When I received an invitation to attend the Awards, I was able to combine the trip to LA with one of my editorial efforts, and, of course, Ann wanted to join me so I accepted.  Unfortunately, this is way before cell phone cameras and I thought it a little tacky to arrive with my full-size Nikon hanging from my shoulder, so I have no photographs to record the experience.

I had a rented car (not very fancy) and wore just a plain suit.  Ann was dressed nicely but no designer dress or even borrowed jewels.  A valet took our car and in spite of being unknowns (and looking the part), we walked down the red carpet to some applause.  No one asked for our autograph, though : - ).

This was Johnny Carson’s second year as host and the big film, winning most of the awards was Kramer vs. Kramer.  Coincidentally I had met the author of the book on which the film was based, Avery Corman, a year or two before.  He politely autographed a pre-production copy at the American Booksellers Association meeting after we discussed why I felt a special connection with his book: I had been divorced ten years earlier with similar custody issues.

Back to the Academy Awards, I remember standing next to Gregory Peck during one of the brief breaks, I wanted to say something, but felt it would be intrusive.  So we just stood there, admiring all the screen actors I recognized and he knew well.  It was a lot of fun to attend this major Hollywood event, but Ann and I were outsiders, looking in.

After watching the film Fences we took Betty and Claudia to our favorite Sunday night place, Double Roads Tavern in Jupiter to listen to the Jupiter Jazz Society’s weekly jam session.  Professionals play but other musicians can sit in for a set or two.  I’d like to do that myself but as most of my piano playing has been solo; I don’t have the skills for impromptu jazz accompaniment.  So, we go just to enjoy and support such a worthwhile effort.  Organizer Rick Moore, who plays the keyboard with the best of them, gathers a wide range of musicians, ones just starting out, but oh so talented, to retired and seasoned professionals who just like to jam.  It is Rick (and his wife, Cherie, a co-founder of the Society) who drive the mission to preserve jazz for future generations.  And future generations are responding.  Ava Faith, a 13 year old singer, made a surprise appearance last night after singing the National Anthem at the Marlins’ spring training game.  She already has the right stuff, a great young jazz voice and a personality that is impressive.  Wonderful to hear that generation perform the Great American Songbook and to know it will endure.  I tried to capture a brief clip with my twitter feed…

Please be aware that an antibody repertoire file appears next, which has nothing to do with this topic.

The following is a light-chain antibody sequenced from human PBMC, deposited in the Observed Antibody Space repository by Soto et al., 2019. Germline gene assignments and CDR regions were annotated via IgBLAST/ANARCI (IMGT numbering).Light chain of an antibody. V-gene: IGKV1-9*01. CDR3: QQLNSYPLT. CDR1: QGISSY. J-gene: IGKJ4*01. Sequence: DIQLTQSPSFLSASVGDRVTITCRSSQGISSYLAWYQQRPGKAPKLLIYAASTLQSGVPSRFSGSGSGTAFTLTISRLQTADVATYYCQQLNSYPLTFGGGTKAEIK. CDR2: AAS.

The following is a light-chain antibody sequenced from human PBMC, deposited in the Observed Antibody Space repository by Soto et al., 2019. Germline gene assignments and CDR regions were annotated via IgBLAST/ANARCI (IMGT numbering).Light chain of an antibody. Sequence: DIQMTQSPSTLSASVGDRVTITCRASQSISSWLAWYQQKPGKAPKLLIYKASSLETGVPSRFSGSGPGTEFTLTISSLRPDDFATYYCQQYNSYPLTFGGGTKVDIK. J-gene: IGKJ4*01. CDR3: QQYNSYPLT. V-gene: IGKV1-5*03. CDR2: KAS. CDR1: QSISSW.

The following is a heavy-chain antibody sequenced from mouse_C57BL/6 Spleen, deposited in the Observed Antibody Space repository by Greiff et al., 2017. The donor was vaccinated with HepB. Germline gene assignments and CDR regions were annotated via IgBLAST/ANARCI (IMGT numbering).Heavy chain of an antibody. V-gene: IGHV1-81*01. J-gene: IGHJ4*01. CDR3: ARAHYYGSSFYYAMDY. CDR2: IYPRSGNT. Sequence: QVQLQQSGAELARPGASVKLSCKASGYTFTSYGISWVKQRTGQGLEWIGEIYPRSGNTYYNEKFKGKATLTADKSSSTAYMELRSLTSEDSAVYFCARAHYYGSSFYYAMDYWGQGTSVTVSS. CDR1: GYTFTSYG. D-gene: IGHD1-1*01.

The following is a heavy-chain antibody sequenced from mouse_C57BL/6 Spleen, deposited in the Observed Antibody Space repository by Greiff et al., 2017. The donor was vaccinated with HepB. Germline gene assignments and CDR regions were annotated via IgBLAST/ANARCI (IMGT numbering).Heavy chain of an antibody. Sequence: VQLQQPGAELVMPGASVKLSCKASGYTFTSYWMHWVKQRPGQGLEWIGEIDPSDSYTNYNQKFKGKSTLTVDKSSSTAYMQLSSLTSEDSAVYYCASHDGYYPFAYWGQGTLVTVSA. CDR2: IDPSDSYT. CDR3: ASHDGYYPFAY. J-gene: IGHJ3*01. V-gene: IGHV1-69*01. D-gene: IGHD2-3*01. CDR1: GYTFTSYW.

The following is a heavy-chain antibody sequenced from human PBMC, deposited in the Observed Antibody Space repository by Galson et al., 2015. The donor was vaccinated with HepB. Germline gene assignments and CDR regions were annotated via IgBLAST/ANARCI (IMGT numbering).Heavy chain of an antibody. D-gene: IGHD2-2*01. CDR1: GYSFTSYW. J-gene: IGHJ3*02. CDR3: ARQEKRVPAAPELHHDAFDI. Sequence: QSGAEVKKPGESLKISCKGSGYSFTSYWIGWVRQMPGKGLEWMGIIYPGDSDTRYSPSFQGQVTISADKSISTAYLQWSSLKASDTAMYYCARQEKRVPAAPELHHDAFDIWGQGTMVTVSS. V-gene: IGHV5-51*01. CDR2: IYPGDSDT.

To round out yesterday, in the morning Claudia and I took a walk on the beach in Juno, watching the sun rising over the pier…


Wednesday, February 22, 2017